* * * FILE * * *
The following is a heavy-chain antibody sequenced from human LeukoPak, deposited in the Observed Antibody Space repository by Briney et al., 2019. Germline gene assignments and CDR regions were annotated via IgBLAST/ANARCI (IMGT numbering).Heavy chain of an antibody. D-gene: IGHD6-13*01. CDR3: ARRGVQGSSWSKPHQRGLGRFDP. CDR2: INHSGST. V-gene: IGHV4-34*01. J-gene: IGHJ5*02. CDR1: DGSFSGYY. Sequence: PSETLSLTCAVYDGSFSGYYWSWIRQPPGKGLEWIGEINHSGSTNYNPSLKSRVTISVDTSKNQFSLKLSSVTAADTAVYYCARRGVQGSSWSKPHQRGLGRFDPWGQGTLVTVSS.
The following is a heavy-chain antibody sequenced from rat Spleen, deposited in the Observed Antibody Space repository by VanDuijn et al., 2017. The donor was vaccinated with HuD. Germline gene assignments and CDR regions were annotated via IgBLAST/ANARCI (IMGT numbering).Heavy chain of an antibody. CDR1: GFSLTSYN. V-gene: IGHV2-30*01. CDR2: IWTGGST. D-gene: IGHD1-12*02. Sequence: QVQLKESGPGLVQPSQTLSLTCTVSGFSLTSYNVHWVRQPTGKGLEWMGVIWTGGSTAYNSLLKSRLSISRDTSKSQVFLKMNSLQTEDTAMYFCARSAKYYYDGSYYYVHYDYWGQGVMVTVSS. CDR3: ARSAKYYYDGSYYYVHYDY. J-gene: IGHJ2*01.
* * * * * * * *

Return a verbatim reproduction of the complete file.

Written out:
The following is a heavy-chain antibody sequenced from human LeukoPak, deposited in the Observed Antibody Space repository by Briney et al., 2019. Germline gene assignments and CDR regions were annotated via IgBLAST/ANARCI (IMGT numbering).Heavy chain of an antibody. D-gene: IGHD6-13*01. CDR3: ARRGVQGSSWSKPHQRGLGRFDP. CDR2: INHSGST. V-gene: IGHV4-34*01. J-gene: IGHJ5*02. CDR1: DGSFSGYY. Sequence: PSETLSLTCAVYDGSFSGYYWSWIRQPPGKGLEWIGEINHSGSTNYNPSLKSRVTISVDTSKNQFSLKLSSVTAADTAVYYCARRGVQGSSWSKPHQRGLGRFDPWGQGTLVTVSS.
The following is a heavy-chain antibody sequenced from rat Spleen, deposited in the Observed Antibody Space repository by VanDuijn et al., 2017. The donor was vaccinated with HuD. Germline gene assignments and CDR regions were annotated via IgBLAST/ANARCI (IMGT numbering).Heavy chain of an antibody. CDR1: GFSLTSYN. V-gene: IGHV2-30*01. CDR2: IWTGGST. D-gene: IGHD1-12*02. Sequence: QVQLKESGPGLVQPSQTLSLTCTVSGFSLTSYNVHWVRQPTGKGLEWMGVIWTGGSTAYNSLLKSRLSISRDTSKSQVFLKMNSLQTEDTAMYFCARSAKYYYDGSYYYVHYDYWGQGVMVTVSS. CDR3: ARSAKYYYDGSYYYVHYDY. J-gene: IGHJ2*01.